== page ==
“I knew I wanted to do things simply and intensely and as directly as possible, and I’ve never changed from that idea”. Born in Calgary, Alberta, in 1906, Maxwell Bates was a painter, architect, draughtsman, print maker, poet, writer and philosopher. Lauded as one of the founders of expressionism in Canada, Bates was a central figure in the Western Canadian art community as well as a nationally recognized modernist.
Finding opportunity and success from a young age, Bates worked for his father’s prominent architecture firm before moving to England in 1931. Once there, Bates continued to explore his artistic practice becoming a part of The Twenties Group, an association of prominent expressionists and surrealists, and exhibiting in numerous shows alongside innovators such as Kandinsky, Picasso and Matisse.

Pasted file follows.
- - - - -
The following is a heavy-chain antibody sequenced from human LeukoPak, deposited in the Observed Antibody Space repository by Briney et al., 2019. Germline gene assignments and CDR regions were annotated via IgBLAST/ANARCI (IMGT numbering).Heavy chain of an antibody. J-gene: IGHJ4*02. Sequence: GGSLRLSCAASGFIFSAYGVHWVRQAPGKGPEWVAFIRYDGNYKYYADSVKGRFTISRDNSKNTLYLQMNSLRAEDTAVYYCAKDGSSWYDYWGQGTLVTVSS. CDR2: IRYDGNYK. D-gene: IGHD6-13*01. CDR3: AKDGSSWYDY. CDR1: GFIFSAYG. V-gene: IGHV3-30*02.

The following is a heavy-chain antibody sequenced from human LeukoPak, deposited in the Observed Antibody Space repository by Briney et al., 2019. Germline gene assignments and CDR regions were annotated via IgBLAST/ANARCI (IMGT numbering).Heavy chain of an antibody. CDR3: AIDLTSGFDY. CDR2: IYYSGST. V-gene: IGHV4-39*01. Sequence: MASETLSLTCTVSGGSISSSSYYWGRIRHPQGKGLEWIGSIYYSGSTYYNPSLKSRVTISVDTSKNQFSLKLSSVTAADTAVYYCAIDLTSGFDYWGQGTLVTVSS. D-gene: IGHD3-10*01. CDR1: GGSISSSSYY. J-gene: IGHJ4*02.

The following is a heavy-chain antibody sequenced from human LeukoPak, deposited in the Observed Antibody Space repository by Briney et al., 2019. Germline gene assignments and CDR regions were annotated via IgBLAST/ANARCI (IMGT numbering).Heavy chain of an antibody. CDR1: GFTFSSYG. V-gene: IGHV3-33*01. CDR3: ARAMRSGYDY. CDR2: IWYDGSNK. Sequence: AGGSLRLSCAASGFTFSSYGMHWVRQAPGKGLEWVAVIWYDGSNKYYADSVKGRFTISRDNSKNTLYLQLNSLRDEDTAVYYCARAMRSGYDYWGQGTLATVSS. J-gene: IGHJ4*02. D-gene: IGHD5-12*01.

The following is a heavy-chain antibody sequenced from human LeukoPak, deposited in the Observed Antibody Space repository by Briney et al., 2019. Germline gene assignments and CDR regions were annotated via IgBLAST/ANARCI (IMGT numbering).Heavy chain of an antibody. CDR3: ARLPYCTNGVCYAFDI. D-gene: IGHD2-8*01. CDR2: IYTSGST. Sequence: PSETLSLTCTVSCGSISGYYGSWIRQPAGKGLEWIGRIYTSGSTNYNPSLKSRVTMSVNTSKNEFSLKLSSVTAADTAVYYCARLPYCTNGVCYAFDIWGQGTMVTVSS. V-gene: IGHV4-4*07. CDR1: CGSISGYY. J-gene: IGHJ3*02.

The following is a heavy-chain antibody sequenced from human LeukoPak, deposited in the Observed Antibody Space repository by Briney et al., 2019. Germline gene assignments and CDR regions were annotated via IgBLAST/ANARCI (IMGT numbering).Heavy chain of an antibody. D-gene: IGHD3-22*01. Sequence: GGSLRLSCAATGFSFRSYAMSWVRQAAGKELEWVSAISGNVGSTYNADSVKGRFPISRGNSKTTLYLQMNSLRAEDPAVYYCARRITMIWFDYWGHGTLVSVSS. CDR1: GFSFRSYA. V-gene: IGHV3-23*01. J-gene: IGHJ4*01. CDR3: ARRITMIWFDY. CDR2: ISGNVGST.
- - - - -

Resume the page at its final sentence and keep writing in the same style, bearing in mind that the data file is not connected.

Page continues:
At the start of World War II Bates joined the British Territorial Army which saw him captured shortly after deployment in Dunkirk where he was placed in a prisoner of war camp in Thuringia, Germany, for five years. Though never explicitly commenting on his time held as a POW, Bates’ work began to reflect a more embodied emotional understanding and representation of the human condition.
In January 1946, Bates returned to Calgary to work for his father’s firm and would spend the next fifteen years working as both an artist and architect on a variety of projects from solo and group shows to the completion of St. Mary’s Cathedral, said to be one of his most notable achievements. Bates was a founding member of the Calgary Group and his works continue to be held in many prominent gallery’s such as the National Gallery of Canada, and Art Gallery of Ontario and the Tate Gallery in London. Bates was awarded the Order of Canada in 1980 before passing away later that year.